2017 Audi A3 2.0 TFSI Quattro Progressiv Road Test Review

Just the right amount of upgrades makes the 2017 A3 feel all new 


The A3 Sedan arrived in Canada in late-2013 after first being shown at the New York auto show earlier that year. It was slightly wider and lower than the A3 Sportback it replaced, a model that continued forward into the new redesign in other markets yet only returns to our shores in plug-in hybrid E-Tron form this year. With a claimed electric-only range of 50 kilometers it's a PHEV I'd really like some seat time in.   That car, plus the A3 Sedan and sportier S3 Sedan, were given a mild albeit effective mid-cycle update for 2017, and I really like the results. As mentioned the A3 Sedan has been a looker since day one (as was the five-door), but the new model adds an edginess missing from the more organic, flowing lines of the outgoing car. As has been the case with all of Audi's recent designs, the A3's "horseshoe" grille grows slightly and straightens its angles for a more chiseled look, while now standard HID headlamps are slimmer with sharply scalloped lower edges. The front lower fascia and rear bumper are reworked too, whereas the new standard LED taillights are stunning when they light up at night. Of course, new alloy wheels underpin the changes, as do an assortment of new colours.

Class leading cabin includes state-of-the-art electronics

 Audi's winning formula has long included some of the nicest interiors in its models' respective segments, and the A3 is no exception. Tasteful minimalism has long been the brand's approach, along with high quality materials that often incorporate plenty of genuine aluminum trim. Critical in today's luxury market are driver configurable full colour TFT gauge clusters and leading edge infotainment systems packed with features and apps, so thankfully the new 2017 A3 benefits from such brand-wide electronic upgrades.   Those stepping up to top-tier Technik trim get Audi's brilliant Virtual Cockpit, a 12.3-inch digital TFT display that replaces the conventional analog gauge cluster and offers several driver modulated configurations, the most eye-popping being the beautifully detailed navigation setting that adds a colourful array of active maps to the central multi-information display area, plus you can make the map (or any other feature) larger and primary gauges smaller at the touch of a button, depending on need and desire. This is state-of-the-art stuff, and Audi does it more effectively than any rival.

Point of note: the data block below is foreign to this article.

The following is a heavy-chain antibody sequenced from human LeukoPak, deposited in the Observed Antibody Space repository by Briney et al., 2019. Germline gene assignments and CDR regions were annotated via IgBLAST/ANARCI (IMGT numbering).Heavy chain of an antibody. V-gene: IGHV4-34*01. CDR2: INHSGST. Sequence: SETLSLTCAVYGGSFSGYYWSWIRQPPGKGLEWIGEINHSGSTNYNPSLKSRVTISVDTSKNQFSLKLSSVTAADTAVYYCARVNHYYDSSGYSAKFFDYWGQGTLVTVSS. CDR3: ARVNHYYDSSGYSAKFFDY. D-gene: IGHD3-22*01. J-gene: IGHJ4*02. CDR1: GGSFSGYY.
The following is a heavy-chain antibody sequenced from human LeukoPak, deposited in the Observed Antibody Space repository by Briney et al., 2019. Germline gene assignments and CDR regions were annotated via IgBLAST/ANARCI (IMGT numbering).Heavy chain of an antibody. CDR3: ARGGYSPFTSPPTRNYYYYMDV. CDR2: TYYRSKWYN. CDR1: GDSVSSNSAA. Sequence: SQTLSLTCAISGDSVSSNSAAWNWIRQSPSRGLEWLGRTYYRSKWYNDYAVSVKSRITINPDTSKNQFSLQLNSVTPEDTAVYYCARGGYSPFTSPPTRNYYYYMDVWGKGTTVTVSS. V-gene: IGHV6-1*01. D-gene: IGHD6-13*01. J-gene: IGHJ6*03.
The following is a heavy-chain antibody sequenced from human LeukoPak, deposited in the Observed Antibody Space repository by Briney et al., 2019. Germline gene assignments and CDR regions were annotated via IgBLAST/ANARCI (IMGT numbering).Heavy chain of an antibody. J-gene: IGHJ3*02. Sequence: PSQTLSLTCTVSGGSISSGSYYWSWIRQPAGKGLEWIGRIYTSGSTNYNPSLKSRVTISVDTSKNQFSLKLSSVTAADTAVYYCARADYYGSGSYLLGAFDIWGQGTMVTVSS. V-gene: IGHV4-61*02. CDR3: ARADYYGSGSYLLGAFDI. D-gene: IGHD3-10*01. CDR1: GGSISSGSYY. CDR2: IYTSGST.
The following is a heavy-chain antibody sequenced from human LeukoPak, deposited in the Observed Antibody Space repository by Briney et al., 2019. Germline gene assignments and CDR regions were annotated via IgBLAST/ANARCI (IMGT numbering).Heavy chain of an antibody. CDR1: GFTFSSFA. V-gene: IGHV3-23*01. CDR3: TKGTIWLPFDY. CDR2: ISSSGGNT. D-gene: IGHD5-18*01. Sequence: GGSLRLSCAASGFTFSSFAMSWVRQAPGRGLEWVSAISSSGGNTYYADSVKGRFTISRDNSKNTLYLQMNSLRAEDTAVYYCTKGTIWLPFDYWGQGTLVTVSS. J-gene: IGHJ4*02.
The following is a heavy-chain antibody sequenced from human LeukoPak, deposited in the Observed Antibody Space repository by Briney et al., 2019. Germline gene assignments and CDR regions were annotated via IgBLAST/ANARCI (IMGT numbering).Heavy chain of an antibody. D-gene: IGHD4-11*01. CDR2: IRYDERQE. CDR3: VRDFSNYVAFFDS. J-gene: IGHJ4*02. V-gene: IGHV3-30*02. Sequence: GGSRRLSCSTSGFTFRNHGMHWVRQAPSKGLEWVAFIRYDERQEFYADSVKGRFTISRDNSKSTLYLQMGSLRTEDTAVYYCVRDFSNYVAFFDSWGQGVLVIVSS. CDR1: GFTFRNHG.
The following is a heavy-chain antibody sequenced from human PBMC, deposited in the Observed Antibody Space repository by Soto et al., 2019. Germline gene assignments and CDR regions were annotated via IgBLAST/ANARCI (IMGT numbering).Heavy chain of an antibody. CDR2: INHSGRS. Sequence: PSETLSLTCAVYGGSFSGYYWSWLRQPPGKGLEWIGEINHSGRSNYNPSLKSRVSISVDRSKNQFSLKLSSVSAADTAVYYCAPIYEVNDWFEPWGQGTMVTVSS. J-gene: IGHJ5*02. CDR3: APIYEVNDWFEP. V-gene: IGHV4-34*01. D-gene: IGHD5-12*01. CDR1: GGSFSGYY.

Some of the best infotainment in the segment 

I like that the standard infotainment display still powers up out of the dash top, its 7.0-inch screen large enough for my needs, especially in a subcompact sedan, its colours, contrast and clarity also excellent, while it can be stowed away if you'd rather have less distraction while taking in real-world sights or driving at night. The upgraded MMI Radio operating system is now designed to mimic smartphones if you connect via Apple CarPlay or Android Auto, while the standard interface is also very easy to use and filled with features. I especially like the dynamic guideline assisted rearview camera that splits its screen to show how close you're getting to surrounding objects via active graphics, colouring them orange when nearing and then red when you're getting dangerously close to scratching the A3's lovely paintwork. Other MMI functions are controlled via a large rotating dial on the lower console, plus surrounding metallic-surfaced buttons, the top of that controller allowing hand gestures. A new standard USB will also be music to Android users' ears, although upper trims get Bluetooth streaming as well. 

Standard features are plentiful